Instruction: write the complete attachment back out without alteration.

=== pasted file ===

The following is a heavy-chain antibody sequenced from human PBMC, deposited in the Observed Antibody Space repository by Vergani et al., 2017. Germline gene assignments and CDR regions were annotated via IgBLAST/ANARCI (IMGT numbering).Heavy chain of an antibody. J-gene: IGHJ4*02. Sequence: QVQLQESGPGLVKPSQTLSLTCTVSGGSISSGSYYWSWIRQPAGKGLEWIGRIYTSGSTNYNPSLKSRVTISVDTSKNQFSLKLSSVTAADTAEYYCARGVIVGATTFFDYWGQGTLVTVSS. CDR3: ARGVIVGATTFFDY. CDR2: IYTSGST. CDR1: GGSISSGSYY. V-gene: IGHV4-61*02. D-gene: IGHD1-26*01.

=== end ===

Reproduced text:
The following is a heavy-chain antibody sequenced from human PBMC, deposited in the Observed Antibody Space repository by Vergani et al., 2017. Germline gene assignments and CDR regions were annotated via IgBLAST/ANARCI (IMGT numbering).Heavy chain of an antibody. J-gene: IGHJ4*02. Sequence: QVQLQESGPGLVKPSQTLSLTCTVSGGSISSGSYYWSWIRQPAGKGLEWIGRIYTSGSTNYNPSLKSRVTISVDTSKNQFSLKLSSVTAADTAEYYCARGVIVGATTFFDYWGQGTLVTVSS. CDR3: ARGVIVGATTFFDY. CDR2: IYTSGST. CDR1: GGSISSGSYY. V-gene: IGHV4-61*02. D-gene: IGHD1-26*01.